While Iran promised a foreign policy that would be “neither East nor West” after its 1979 Islamic Revolution, Tehran has tilted toward Russia given its antipathy for Washington. Tehran relied on Moscow’s support to complete its Bushehr nuclear power plant in 2011 and received Russia’s S-300 surface-to-air missile system in 2016.
In that time, Russia and Iran also found themselves fighting to support the embattled Syrian president. The countries regularly coordinate on Syria and have provided overwhelming military and political aid to prop up Assad’s government and army.
On a visit to Tehran on Nov. 2, Putin strongly backed Iran and its nuclear deal with world powers, saying Moscow opposed “any unilateral change” to the accord after Trump refused to re-certify it.
Putin made the comments on a one-day trip to Tehran for trilateral talks between Azerbaijan, Iran and Russia, during which he met with both Iranian President Hassan Rouhani and Supreme Leader Ayatollah Ali Khamenei.
Across the Gulf Arab states, the US has been the guarantor of security since the 1991 Gulf War. In recent years, however, Gulf countries have increasingly looked toward making defense deals with Russia, especially after growing wary of the US detente with Iran under President Barack Obama. In the last weeks alone, Russia has gone big into Saudi Arabia, which supported the Afghan mujahedeen against Soviet troops in the 1980s.
King Salman of Saudi Arabia visited Moscow last month and signed multi-billion dollar energy deals with Russia, which also agreed to sell the Iranian rival its advanced S-400 missile system, which Tehran does not possess. Other deals would include Saudi Arabia locally producing Russian anti-tank missiles, rocket launchers, and automatic grenade launchers, as well as the latest version of the Kalashnikov assault rifle.
King Salman’s visit marked the first by any Saudi monarch to Moscow and heralded a new era of cooperation and a thawing in a bilateral relation that has been severely strained since Russia’s military intervention in Syria on behalf of Assad.
Close cooperation with Israel
Israel and Russia maintain a close, if sometimes uneasy, relationship on regional issues — particularly when it comes to the war in neighboring Syria. In recent years, the Israeli and Russian air forces have been active in Syrian skies and have maintained, throughout the fighting, a hotline to prevent clashes between their air forces. Israel’s prime minister, Benjamin Netanyahu, has also held a number of meetings and phone conversations with Russian President Vladimir Putin, to discuss the situation in Syria.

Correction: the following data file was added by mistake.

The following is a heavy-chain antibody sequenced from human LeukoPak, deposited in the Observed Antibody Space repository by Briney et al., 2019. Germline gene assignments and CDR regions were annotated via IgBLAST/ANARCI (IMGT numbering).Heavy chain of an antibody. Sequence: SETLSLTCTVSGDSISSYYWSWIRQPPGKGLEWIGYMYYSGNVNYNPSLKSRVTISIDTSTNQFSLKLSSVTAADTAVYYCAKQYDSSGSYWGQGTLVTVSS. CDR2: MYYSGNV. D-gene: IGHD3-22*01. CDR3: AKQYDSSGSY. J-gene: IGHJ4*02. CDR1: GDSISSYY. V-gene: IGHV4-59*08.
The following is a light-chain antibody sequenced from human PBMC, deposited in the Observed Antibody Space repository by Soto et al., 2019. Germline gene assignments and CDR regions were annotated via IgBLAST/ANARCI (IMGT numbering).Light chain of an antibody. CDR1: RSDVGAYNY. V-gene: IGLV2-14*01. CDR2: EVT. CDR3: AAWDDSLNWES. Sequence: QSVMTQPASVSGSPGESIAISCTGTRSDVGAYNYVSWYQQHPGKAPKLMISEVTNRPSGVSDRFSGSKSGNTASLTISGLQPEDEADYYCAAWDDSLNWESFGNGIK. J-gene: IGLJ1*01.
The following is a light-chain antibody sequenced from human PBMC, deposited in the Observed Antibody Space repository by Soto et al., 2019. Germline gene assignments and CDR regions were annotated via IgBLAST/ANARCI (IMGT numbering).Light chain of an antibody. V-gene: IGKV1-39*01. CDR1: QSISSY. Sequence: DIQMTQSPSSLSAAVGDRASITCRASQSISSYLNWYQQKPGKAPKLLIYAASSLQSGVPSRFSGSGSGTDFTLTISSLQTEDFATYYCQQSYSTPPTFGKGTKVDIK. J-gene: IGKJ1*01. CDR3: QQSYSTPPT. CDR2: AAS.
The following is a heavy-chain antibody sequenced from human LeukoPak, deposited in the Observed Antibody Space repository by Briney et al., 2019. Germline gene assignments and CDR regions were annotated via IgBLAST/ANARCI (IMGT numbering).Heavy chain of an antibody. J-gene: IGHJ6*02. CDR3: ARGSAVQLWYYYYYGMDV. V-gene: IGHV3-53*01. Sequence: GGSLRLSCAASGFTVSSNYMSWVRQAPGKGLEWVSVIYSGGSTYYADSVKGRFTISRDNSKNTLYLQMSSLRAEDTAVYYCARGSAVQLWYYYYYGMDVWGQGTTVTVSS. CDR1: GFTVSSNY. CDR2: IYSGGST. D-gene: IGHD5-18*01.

Still, Israeli officials are concerned about Russia’s cooperation with Iran. But they also believe that Russian and Iranian interests could diverge as both countries compete for lucrative reconstruction contracts and political influence in postwar Syria. Israeli officials believe that Russia considers Iran a potentially destabilizing force in postwar Syria, and are cautiously optimistic that Russia understands Israel’s security concerns.
“Russian and Israeli interests in Syria may not be the same but that doesn’t necessarily mean that Russia cannot play a constructive role in Syria in Israel’s view or that certain understandings can’t be reached between Russia and Israel with regard to Syria,” said Chagai Tzuriel, the director general of Israel’s Intelligence Ministry.
The Lockheed F-35 Lightning is replacing the F-16 in many countries. For the most part, if a country is flying F-16s, then it’s a safe bet that they will get the F-35. There may be some exceptions to that rule, of course, but for the most part, it rings true.
One country slated to receive the F-35 is Belgium. F-16.net reports that, at one point, the Belgian Air Component had as many as 160 F-16A/B Fighting Falcons. Many of these planes were manufactured as part of a consortium with Denmark, Norway, and the Netherlands.
Today, that total stands at 45 F-16AM and nine F-16BM Fighting Falcons. These planes are divided into four operational fighter squadrons primarily equipped with F-16AMs, and one operational conversion unit equipped solely with F-16BMs. This comes out to roughly 11 F-16AMs per squadron.
According to a release on the Defense Security Cooperation Agency website, Belgium will begin to replace its F-16s with F-35s. The planned purchase total, coming in at just over $6.5 billion, is 34 F-35A Lightnings and 38 F135 engines (one for each F-35, plus four spares). This comes out to eight and a half F-35s per squadron.
Now, this may just be the first batch of planes, in which case, it comes out to a more reasonable 17 planes per squadron. A Belgian media report in 2016 noted that the Saab Gripen, Eurofighter Typhoon, the Dassault Rafale, and the F/A-18E/F Super Hornet were also considered by the Belgian government.
In what seems to be a repeat of history, Belgium, Norway, the Netherlands, and Denmark are all buying the F-35 to replace the F-16. In recent years, the Belgian Air Component has seen action in the War on Terror, the NATO intervention in Libya, and has also taken part in the Baltic Air Policing mission, often using F-16AMs.